Some 70% of Viet Nam’s people live in rural areas and these 14.6 million rural households form a big consumer market and are a great source of material supplies, the chairman of the Viet Nam Farmers Association said recently.
Mr. Vu Ngoc Ky told an agriculture development forum that the challenge ahead for farmers was to make their products more competitive.
What’s needed is a shift away from the “private and spontaneous trade and short-lived cooperation” that still characterizes farming here; he told the forum held in Ho Chi Minh City to prepare for when Viet Nam joins the World Trade Organization.
Paying attention to quality
|An Orchid farm (Photo: KK)|
In recent years several crop-growing areas have been established in rural areas and contributed remarkably to changing the agricultural structure and export leaning.
Among these are orchards and rice-growing areas in the Mekong Delta; coffee, pepper and cashew plantations in the highlands and the southeastern region; and fish farms along the central coast and in the southern region.
Many of the nation’s 100,000 farms are located in these special zones; the newcomers total more than 500,000 hectares in size.
The southeast houses 30% of the total area, and the farms owned partly by residents of Ho Chi Minh City occupy 10% of the total area and average 30-40 hectares/farm.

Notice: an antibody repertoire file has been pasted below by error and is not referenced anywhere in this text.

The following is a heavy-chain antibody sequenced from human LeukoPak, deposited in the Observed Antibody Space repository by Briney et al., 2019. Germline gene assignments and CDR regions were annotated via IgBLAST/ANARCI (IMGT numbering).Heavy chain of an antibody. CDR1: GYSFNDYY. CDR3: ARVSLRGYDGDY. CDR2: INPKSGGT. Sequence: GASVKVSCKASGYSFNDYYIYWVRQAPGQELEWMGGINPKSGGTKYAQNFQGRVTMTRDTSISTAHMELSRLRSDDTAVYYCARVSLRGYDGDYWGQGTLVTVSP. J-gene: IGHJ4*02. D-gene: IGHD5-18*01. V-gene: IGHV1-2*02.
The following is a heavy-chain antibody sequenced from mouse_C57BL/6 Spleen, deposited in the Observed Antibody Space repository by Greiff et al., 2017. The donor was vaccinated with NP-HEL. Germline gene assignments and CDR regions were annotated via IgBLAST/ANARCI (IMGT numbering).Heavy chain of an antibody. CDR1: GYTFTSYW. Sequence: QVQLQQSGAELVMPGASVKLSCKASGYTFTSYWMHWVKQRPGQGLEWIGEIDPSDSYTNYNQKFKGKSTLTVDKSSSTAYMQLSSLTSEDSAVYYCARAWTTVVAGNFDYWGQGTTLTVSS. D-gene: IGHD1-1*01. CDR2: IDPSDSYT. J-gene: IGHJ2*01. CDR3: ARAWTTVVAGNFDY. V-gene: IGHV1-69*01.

The biggest obstacles to farming development are low productivity, poor product quality and inconsistent output.
According to Nguyen Lam Vien, general director of Vinamit Trading Co. Ltd, farmers are having a tough time because the State is primarily focused on agricultural expansion and is ignoring distribution.
The problem here is that agricultural traders have adopted slack practices, their purchases are “easy and user-friendly”, but the quality of their goods is poor.
Farmers themselves should pay more attention to product quality and look for alternatives to the current system of commercial transactions and thereby keep post-harvest losses to a minimum.
The role of farming in the times ahead
The presence of these farms has contributed to development and made better use of land in the plains, remote regions and highlands.
In the view of the Ministry of Agriculture and Rural Development, these farms have created jobs for local people, promoted changes to the structure of agricultural production and the development of agriculture and aquaculture processing, and mobilized funds from the public.
The government sees the “farming economy” as playing an important role in the agricultural economy and the change from self-sufficiency to commodity-based agriculture.
To integrate into the WTO, farming has four roles to play in Vietnamese agriculture, according to Mr. Le Duy Minh, deputy chairman of the Ho Chi Minh City Gardening and Farming Association.
These are pioneering the use of science and technology in agriculture, using land and labor efficiently, maximizing the link between production and consumption, and changing the economic structure of livestock and crops in accordance with market demands.
Farmers should band together in an association to better face the challenges ahead, he said.